It's a really odd feeling, walking about on pebbles that are usually submerged, but I recommend others do it if there's another chance any time soon... Perhaps I should have taken the advice of "viewing from Vauxhall Bridge", since mudlarking is an excellent way of getting filthy. Maybe it's time to invest in some wellies. Anyhow, here are a few photos:
Not having any idea what I was supposed to be looking for, I was first advised by a gentleman nearby that the Mesolithic remains were the two circular blobs you can see (the largest is near the bottom of the photo). Naturally, I was regretting that I'd left my bed so early...
Fortunately, either the chap in question was wrong, or those rocks are additional pieces of the structure because I returned a little later to find a crowd gathered around two of the real Mesolithic rocks. Also, a third rock was visible slightly beyond the second one in the water, but it was submerged and I wasn't able to photograph it:
This is more impressive. This circular formation is thought to be a Bronze age Jetty or part of a bridge. (Vauxhall Bridge, or somewhere near is thought to be the oldest bridge in London.)
A lake of water left on the foreshore as the tide withdrew shows how uneven the river bed seems to be:
I like this view of M16 from the ground when it's usually only observable from the Thames:
One of the outlets from the River Effra (and also, presumably the sewer outlet). I'm not sure whether this is the "Brixton" or "Clapham" outlet referred to in my post on the Tideway Tunnel. We presumed that when the pressure rises from inside the gates, it pushes them open. There was still a trickle of (clean looking) water running from this outlet and down into the Thames. If you look carefully, you can see the "Effra" sign at the top of the handrail:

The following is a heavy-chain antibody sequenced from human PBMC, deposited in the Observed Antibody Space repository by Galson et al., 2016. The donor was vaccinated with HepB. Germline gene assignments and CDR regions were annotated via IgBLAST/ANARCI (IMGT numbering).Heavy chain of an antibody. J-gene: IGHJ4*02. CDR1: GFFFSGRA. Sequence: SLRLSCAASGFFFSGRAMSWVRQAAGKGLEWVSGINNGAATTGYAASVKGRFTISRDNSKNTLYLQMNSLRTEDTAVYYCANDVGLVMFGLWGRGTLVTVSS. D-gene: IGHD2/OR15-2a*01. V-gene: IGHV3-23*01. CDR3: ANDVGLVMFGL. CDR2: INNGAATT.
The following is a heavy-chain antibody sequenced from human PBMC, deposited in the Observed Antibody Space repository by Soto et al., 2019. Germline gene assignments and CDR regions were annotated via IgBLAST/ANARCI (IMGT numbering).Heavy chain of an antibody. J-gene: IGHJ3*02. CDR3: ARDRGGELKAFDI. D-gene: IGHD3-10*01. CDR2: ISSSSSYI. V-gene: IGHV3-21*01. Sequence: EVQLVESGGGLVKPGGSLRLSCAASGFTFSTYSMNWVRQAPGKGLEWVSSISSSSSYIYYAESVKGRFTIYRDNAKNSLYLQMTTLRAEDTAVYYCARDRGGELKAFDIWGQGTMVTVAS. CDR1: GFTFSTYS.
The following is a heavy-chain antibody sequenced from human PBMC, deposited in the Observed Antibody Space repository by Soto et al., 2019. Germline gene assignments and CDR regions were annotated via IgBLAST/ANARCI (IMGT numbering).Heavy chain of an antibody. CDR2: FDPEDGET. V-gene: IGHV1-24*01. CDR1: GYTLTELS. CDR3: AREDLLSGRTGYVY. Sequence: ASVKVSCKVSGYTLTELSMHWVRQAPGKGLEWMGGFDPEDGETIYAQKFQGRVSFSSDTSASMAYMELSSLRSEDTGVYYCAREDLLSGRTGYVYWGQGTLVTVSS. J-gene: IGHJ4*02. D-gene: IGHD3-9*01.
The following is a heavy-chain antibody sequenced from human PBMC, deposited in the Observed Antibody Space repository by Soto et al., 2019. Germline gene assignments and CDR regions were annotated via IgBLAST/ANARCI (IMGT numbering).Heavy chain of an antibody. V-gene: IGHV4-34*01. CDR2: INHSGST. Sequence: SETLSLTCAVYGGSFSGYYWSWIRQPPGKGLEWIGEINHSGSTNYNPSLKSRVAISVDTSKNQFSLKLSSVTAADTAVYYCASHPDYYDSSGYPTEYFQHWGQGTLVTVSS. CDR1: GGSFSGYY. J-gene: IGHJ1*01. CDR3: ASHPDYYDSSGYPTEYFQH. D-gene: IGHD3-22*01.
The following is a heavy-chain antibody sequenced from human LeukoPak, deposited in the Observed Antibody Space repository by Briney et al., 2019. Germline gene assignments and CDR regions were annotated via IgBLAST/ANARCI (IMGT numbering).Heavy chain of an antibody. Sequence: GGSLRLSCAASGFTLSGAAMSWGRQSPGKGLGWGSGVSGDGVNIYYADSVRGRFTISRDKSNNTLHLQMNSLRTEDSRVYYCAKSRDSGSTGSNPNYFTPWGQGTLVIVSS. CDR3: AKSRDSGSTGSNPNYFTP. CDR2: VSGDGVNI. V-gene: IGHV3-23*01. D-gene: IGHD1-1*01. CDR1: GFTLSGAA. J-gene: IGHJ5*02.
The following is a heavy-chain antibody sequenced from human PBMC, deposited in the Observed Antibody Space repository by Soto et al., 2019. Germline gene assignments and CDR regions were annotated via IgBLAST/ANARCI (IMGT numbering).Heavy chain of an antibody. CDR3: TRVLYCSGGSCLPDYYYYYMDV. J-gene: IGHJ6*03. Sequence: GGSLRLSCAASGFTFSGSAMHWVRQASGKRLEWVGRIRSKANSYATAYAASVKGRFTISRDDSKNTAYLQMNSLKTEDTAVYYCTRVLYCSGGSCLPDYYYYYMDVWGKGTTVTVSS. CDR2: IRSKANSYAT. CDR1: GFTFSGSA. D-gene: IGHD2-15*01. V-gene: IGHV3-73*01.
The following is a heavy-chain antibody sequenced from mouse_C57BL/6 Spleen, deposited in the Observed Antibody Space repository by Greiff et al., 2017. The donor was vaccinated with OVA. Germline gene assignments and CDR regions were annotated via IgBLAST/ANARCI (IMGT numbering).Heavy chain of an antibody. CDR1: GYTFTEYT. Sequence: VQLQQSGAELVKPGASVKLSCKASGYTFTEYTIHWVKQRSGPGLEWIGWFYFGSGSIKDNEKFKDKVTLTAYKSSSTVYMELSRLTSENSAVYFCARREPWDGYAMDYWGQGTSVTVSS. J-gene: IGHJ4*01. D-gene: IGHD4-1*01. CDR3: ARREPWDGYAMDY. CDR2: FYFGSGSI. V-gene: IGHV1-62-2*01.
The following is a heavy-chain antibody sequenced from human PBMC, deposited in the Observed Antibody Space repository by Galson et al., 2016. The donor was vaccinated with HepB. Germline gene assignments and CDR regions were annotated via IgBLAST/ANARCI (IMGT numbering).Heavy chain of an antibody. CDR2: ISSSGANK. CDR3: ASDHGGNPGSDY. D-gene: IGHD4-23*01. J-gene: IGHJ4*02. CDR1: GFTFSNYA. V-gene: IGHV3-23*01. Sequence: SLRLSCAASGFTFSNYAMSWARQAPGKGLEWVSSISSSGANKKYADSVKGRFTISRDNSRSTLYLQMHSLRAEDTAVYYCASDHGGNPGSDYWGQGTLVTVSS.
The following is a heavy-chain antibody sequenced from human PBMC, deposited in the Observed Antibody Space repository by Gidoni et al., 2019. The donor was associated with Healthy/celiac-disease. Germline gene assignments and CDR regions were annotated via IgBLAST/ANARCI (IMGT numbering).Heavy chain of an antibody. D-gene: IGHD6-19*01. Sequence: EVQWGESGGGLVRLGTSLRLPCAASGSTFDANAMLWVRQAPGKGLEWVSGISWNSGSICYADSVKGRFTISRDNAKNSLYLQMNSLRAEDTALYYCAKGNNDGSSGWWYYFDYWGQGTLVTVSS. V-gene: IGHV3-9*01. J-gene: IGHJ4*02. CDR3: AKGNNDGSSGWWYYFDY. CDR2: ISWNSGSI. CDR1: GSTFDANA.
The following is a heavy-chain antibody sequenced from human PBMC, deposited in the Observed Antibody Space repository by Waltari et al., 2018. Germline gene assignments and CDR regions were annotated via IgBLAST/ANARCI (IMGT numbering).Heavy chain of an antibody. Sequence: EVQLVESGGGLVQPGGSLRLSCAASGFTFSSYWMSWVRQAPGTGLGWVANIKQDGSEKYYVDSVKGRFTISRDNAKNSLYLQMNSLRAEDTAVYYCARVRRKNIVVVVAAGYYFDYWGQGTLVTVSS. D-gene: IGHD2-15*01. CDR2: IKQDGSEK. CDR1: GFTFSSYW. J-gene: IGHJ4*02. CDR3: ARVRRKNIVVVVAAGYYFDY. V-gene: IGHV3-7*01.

I like this photo because it shows somebody climbing down the ladder well below the line of the watermark. (When he arrived at the bottom, we did advise that there was an alternative way up again via the ramp!):
This is another outlet on the west side of the bridge. Again, I suspect it to be the sewer overflow outlet, but I'm not sure. It could be another outlet for the hidden River Effra, but there's no sign to indicate that:
This piece of sky will soon be hidden by the St George Tower, so I wanted a shot from the river bank. This view won't be available again (at least for a long time):
Could this be a Mesolithic mobile phone? Or just one from the Bronze Age?
This structure (not to be confused with the Bronze Age jetty), I was told, is much more recent and likely to have been used by the ship building industry:
By about 11:30am, a crowd had gathered. I reckon we saw about 50 people wandering around the foreshore today. The duck bus did not stop to let the passengers take a look at the bits of rock:
I assumed that these folk were going to sail over and take a look at the Mesolithic stuff, but they just sailed on by. I don't think I've ever seen such a small sailing boat on the Thames. You can see the north side of the Thames in this shot, but nobody was wandering about over there:
In this photo, I was hoping to capture just how low the tide was today. The water looked almost narrow enough to swim across at some points: